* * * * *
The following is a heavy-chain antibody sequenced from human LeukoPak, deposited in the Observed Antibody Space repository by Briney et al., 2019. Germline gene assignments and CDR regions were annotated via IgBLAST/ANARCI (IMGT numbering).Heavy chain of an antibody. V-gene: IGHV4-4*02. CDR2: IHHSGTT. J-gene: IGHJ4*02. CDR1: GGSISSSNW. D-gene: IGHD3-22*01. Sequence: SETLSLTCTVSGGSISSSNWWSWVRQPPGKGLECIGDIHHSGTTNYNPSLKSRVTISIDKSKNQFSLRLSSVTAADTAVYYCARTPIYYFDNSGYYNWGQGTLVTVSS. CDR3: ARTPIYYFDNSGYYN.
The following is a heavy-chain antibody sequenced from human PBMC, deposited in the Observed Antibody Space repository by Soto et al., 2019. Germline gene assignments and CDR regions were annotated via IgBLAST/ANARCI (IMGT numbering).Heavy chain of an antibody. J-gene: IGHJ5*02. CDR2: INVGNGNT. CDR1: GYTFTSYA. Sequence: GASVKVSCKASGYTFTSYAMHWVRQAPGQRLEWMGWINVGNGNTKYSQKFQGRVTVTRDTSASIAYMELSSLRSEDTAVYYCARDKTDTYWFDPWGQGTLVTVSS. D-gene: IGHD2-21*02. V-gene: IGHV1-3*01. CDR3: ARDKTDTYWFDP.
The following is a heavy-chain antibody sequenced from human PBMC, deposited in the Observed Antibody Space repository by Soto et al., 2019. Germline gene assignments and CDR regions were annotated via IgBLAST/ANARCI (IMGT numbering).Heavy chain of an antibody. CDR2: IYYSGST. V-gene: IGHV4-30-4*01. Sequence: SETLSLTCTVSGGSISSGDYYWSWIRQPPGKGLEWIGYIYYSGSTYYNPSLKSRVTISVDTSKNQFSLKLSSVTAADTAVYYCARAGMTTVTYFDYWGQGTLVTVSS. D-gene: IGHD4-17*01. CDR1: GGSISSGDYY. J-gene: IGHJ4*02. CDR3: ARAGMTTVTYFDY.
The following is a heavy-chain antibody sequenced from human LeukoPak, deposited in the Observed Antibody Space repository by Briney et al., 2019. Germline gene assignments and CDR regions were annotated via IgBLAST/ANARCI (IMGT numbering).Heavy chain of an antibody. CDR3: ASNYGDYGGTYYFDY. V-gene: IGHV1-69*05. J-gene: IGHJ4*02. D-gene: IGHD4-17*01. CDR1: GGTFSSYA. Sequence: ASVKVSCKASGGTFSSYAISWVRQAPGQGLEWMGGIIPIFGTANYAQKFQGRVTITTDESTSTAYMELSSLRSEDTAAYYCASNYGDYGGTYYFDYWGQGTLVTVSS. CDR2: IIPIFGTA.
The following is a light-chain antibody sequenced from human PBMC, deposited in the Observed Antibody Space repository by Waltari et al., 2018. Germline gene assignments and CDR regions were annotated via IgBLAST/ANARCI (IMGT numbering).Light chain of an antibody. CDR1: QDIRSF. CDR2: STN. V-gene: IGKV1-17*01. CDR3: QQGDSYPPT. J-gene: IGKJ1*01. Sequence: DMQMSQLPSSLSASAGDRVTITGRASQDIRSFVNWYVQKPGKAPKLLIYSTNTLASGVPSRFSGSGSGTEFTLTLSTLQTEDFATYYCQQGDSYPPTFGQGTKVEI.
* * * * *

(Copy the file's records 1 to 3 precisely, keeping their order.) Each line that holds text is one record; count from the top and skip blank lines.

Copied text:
The following is a heavy-chain antibody sequenced from human LeukoPak, deposited in the Observed Antibody Space repository by Briney et al., 2019. Germline gene assignments and CDR regions were annotated via IgBLAST/ANARCI (IMGT numbering).Heavy chain of an antibody. V-gene: IGHV4-4*02. CDR2: IHHSGTT. J-gene: IGHJ4*02. CDR1: GGSISSSNW. D-gene: IGHD3-22*01. Sequence: SETLSLTCTVSGGSISSSNWWSWVRQPPGKGLECIGDIHHSGTTNYNPSLKSRVTISIDKSKNQFSLRLSSVTAADTAVYYCARTPIYYFDNSGYYNWGQGTLVTVSS. CDR3: ARTPIYYFDNSGYYN.
The following is a heavy-chain antibody sequenced from human PBMC, deposited in the Observed Antibody Space repository by Soto et al., 2019. Germline gene assignments and CDR regions were annotated via IgBLAST/ANARCI (IMGT numbering).Heavy chain of an antibody. J-gene: IGHJ5*02. CDR2: INVGNGNT. CDR1: GYTFTSYA. Sequence: GASVKVSCKASGYTFTSYAMHWVRQAPGQRLEWMGWINVGNGNTKYSQKFQGRVTVTRDTSASIAYMELSSLRSEDTAVYYCARDKTDTYWFDPWGQGTLVTVSS. D-gene: IGHD2-21*02. V-gene: IGHV1-3*01. CDR3: ARDKTDTYWFDP.
The following is a heavy-chain antibody sequenced from human PBMC, deposited in the Observed Antibody Space repository by Soto et al., 2019. Germline gene assignments and CDR regions were annotated via IgBLAST/ANARCI (IMGT numbering).Heavy chain of an antibody. CDR2: IYYSGST. V-gene: IGHV4-30-4*01. Sequence: SETLSLTCTVSGGSISSGDYYWSWIRQPPGKGLEWIGYIYYSGSTYYNPSLKSRVTISVDTSKNQFSLKLSSVTAADTAVYYCARAGMTTVTYFDYWGQGTLVTVSS. D-gene: IGHD4-17*01. CDR1: GGSISSGDYY. J-gene: IGHJ4*02. CDR3: ARAGMTTVTYFDY.